French police have arrested seven people but are reportedly still hunting two heavily armed men, one with possible links to al Qaeda, for the mass killing of 12 people at the headquarters of satirical magazine Charlie Hebdo in central Paris.
Police are reportedly trailing the two suspects in northern France. Said and Cherif Kouachi, two brothers hunted by police, are said to be in a grey Renault Clio, a car described by witnesses in Paris who saw them hijack a passing car in the 19th district.
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The Guardian reported that the number plate was blacked out and weapons could be seen piled up in the vehicle which was travelling on the RN2 motorway near the town of Villers-Cotteret in northern France, 50 miles from Paris. Differing reports on Twitter describe both a Kalashnikov and a rocket launcher inside the vehicle, but nothing has yet been confirmed by police.
French prime minister Manuel Valls said the possibility of a new attack "is our main concern" and announced seven overnight arrests. "They are still free, they are heavily armed, so we can be afraid of further violence," Valls said in an interview with French broadcaster RTL earlier on Thursday morning.
There were reports overnight that a third suspect had handed himself into police. Hamyd Mourad, 18, apparently surrendered after hearing his name on the news in connection with the attack, a judicial official said, though classmates later said Mourad was at the lycee in Charleville-Mezieres during the attack. Le Monde reported he had not been arrested.
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French TV station BFMTV reported that police found an ID card of one of the two suspects currently at large, in the abandoned getaway car. "It was their only mistake," Dominique Rizet, BFMTV's police and justice consultant told CNN.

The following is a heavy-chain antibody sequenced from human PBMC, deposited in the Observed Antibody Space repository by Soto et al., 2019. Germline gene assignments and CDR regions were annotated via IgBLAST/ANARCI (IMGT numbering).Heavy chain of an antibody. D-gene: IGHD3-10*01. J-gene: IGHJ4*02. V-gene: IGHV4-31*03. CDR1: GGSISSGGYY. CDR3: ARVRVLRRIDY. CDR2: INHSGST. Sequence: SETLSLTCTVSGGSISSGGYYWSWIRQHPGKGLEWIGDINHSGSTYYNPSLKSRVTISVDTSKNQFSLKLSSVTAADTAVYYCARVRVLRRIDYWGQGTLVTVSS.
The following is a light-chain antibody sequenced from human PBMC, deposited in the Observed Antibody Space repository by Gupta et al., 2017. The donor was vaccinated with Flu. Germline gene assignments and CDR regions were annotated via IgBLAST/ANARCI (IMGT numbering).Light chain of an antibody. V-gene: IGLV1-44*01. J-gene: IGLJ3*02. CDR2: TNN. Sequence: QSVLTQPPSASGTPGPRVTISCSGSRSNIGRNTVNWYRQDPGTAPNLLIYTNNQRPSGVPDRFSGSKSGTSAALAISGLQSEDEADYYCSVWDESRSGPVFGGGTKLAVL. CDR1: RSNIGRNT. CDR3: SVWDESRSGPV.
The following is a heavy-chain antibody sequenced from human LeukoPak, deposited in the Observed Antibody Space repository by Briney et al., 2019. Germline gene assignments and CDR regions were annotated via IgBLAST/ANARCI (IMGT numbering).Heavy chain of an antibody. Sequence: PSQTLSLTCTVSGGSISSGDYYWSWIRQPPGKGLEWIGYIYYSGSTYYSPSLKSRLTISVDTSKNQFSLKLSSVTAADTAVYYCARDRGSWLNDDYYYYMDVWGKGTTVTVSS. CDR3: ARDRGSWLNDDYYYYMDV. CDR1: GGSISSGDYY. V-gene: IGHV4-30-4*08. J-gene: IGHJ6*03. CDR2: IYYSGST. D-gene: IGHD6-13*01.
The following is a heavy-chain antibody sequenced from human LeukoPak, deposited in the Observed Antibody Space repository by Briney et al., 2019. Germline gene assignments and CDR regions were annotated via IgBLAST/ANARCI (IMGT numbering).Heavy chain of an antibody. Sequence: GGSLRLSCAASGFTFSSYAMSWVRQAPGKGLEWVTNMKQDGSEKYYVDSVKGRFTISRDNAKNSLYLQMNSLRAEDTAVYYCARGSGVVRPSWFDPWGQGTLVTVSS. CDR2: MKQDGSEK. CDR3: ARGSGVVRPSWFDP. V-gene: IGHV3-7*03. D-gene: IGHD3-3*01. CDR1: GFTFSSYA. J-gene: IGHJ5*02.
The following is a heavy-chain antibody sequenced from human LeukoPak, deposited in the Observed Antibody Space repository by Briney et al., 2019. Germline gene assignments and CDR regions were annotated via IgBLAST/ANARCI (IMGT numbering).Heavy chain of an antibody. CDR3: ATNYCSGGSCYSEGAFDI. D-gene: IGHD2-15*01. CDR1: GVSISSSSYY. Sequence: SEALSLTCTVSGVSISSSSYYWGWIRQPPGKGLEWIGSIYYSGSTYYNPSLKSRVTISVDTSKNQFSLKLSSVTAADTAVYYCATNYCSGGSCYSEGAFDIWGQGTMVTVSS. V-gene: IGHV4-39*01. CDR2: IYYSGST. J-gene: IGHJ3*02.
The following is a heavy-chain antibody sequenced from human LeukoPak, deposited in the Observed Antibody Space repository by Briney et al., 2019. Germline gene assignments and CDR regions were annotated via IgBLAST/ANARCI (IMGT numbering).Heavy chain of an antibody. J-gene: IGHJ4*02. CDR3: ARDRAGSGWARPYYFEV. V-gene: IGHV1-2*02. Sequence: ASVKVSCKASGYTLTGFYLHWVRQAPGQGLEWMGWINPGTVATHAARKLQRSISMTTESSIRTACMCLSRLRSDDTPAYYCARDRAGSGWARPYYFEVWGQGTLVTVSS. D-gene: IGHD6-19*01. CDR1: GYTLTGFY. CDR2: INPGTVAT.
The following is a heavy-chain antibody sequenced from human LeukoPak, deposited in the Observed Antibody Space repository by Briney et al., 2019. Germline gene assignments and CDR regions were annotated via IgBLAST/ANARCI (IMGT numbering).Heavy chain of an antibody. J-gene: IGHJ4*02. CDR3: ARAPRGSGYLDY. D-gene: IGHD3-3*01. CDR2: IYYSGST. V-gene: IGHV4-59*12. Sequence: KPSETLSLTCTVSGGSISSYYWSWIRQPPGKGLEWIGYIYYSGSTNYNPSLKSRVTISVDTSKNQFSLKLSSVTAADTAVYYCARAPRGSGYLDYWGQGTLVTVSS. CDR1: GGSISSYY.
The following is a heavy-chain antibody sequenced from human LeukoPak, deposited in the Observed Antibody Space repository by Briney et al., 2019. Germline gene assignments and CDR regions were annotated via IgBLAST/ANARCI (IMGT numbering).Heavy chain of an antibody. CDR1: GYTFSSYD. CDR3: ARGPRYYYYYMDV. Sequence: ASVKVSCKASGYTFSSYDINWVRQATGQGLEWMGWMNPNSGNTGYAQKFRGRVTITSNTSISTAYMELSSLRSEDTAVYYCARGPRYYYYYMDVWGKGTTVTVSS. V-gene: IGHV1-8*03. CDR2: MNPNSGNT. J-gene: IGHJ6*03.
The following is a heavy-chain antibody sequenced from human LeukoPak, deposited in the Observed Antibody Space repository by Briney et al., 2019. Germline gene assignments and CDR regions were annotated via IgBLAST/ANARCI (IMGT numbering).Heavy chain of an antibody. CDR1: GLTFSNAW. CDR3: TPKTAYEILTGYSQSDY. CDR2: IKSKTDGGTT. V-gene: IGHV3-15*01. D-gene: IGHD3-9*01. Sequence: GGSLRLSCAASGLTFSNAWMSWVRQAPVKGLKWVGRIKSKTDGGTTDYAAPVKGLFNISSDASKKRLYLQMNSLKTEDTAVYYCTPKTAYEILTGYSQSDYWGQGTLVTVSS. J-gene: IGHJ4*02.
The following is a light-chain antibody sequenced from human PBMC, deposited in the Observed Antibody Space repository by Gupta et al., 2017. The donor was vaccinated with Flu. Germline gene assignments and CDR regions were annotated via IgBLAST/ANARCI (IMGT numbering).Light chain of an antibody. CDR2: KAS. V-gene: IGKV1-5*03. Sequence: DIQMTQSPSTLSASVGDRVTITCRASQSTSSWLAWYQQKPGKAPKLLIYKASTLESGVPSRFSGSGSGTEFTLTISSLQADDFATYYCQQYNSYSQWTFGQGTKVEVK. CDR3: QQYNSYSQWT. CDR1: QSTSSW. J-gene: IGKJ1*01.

Cherif Kouachi, had a history of funneling jihadi fighters to Iraq and a terrorism conviction from 2008. Kouachi, now 32, was sentenced to 18 months in prison after being convicted of terrorism charges in 2008 for helping funnel fighters to Iraq's insurgency. He and his brother, Said, should be considered "armed and dangerous," French police said in a bulletin early Thursday, appealing for witnesses after a search in the city of Reims, in French Champagne country.
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One witness to Wednesday's attack said the gunmen were so methodical he at first mistook them for an elite anti-terrorism squad. Then they fired on a police officer. The masked, black-clad men with assault rifles stormed the offices near Paris' Bastille monument in the Wednesday noontime attack on the publication, which had long drawn condemnation and threats — it was firebombed in 2011 — for its depictions of Islam, although it also satirised other religions and political figures.
Eight journalists, two police officers, a maintenance worker and a visitor were killed, said prosecutor Francois Molins. He said 11 people were wounded, four of them seriously. Two gunmen strolled out to a black car waiting below, one of them calmly shooting a wounded police officer in the head as he writhed on the ground, according to video and a man who watched in fear from his home across the street. "They knew exactly what they had to do and exactly where to shoot. While one kept watch and checked that the traffic was good for them, the other one delivered the final coup de grace," said the witness, who refused to allow his name to be used because he feared for his safety.